EnergyFactor By ExxonMobil | Pespectives has a new home

Survey Says … Consumers concerned about ethanol rules

The American Petroleum Institute recently commissioned a survey of Americans about the Renewable Fuel Standard.

What they found from a cross section of America was a lot of concern.

Survey says featureLongtime readers will recall that the Renewable Fuel Standard is the federal law mandating that refiners, including ExxonMobil, blend increasing amounts of corn-based ethanol into the nation’s gasoline supply.

After polling more than 1,000 randomly selected registered voters, the survey found:

  • More than three-quarters of those surveyed (77 percent) said they are concerned about potential government requirements to increase the amount of ethanol in gasoline beyond the current 10 percent already – and the damage to engines and fuel systems that may happen as a result.
  • The same percentage expressed worry that automobile manufacturers may not provide warranty coverage for damage caused by using fuel with an ethanol blend over 10 percent in vehicles not specifically designed for it.
  • Similarly, more than three-quarters (76 percent) answered that they are anxious about how increased use of corn for ethanol could raise food prices and impact the levels of hunger around the world.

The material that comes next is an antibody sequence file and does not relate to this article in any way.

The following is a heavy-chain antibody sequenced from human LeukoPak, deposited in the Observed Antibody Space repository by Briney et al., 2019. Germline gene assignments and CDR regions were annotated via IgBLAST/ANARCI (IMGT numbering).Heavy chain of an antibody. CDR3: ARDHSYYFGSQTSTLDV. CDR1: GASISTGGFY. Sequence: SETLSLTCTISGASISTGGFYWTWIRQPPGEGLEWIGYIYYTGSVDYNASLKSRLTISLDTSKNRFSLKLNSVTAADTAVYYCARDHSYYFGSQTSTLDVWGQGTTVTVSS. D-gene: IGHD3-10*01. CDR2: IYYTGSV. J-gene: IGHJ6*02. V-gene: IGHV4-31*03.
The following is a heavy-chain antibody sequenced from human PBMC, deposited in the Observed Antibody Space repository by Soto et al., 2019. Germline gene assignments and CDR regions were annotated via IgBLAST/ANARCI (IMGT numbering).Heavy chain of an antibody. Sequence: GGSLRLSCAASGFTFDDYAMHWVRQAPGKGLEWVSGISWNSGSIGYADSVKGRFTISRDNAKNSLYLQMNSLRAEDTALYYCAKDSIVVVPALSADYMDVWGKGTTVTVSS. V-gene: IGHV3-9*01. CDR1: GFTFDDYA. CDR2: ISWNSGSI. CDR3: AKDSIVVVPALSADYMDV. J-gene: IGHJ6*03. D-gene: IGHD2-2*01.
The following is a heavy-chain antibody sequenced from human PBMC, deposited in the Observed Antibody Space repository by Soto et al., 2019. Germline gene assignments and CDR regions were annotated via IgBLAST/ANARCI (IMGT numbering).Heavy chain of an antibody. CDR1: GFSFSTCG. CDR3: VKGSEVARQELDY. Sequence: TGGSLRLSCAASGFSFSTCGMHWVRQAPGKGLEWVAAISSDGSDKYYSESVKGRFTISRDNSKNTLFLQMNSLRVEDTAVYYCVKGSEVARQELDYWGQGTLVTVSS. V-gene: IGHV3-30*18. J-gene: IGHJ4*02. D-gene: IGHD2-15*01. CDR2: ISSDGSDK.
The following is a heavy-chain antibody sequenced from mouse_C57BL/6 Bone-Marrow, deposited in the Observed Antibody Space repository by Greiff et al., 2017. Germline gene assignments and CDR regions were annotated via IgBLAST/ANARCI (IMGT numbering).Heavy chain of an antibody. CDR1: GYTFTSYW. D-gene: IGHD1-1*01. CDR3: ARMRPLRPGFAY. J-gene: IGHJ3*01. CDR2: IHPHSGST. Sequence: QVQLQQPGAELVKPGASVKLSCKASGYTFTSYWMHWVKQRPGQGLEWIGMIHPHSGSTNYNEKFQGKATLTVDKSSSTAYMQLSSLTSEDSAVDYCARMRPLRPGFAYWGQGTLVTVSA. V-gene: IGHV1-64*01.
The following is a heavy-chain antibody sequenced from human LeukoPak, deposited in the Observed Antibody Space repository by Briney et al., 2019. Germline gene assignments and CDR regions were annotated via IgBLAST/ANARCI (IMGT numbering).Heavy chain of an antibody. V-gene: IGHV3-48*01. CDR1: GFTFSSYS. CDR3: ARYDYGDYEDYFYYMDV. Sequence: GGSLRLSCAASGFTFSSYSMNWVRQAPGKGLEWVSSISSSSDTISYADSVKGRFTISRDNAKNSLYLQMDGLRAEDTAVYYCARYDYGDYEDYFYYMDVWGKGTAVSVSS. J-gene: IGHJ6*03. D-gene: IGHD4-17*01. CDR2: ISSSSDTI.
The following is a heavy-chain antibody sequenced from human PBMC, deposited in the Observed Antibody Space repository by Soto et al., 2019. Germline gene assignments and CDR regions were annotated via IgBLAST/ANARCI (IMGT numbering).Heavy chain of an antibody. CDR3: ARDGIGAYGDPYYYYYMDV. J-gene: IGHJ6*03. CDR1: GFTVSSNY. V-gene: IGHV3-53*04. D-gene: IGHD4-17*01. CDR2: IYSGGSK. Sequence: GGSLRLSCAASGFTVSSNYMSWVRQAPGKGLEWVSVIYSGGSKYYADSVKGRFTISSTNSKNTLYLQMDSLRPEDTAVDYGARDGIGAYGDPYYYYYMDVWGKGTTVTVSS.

Particularly noteworthy is the poll shows both Republicans and Democrats expressing significant reservations about Washington’s ethanol policies.

“American voters are very concerned about the costs and consequences of this unworkable and unnecessary mandate,” said American Petroleum Institute official Frank Macchiarola about the survey results. “It’s past time for Congress to repeal or significantly reform this program.”

That message was echoed in a piece this week in Forbes by Johns Hopkins professor Steven Salzberg.

He noted the ethanol mandate is terrible policy, lowers gas mileage, and that “using corn to produce ethanol will double greenhouse gas emissions over a 30-year period” – which is completely contrary to point behind the policy in the first place.

Meanwhile the Office of Management and Budget has begun reviewing the proposed RFS volumes for 2017.

Let’s hope both the Obama administration and their counterparts on Capitol Hill take heed of these survey results and the increasingly strong public opinions about the ethanol mandate. Such bipartisan sentiment offers a foundation of support to provide relief from a policy that has unfortunate consequences for our cars, our food supplies, and our economy.



  • Worth a deeper look...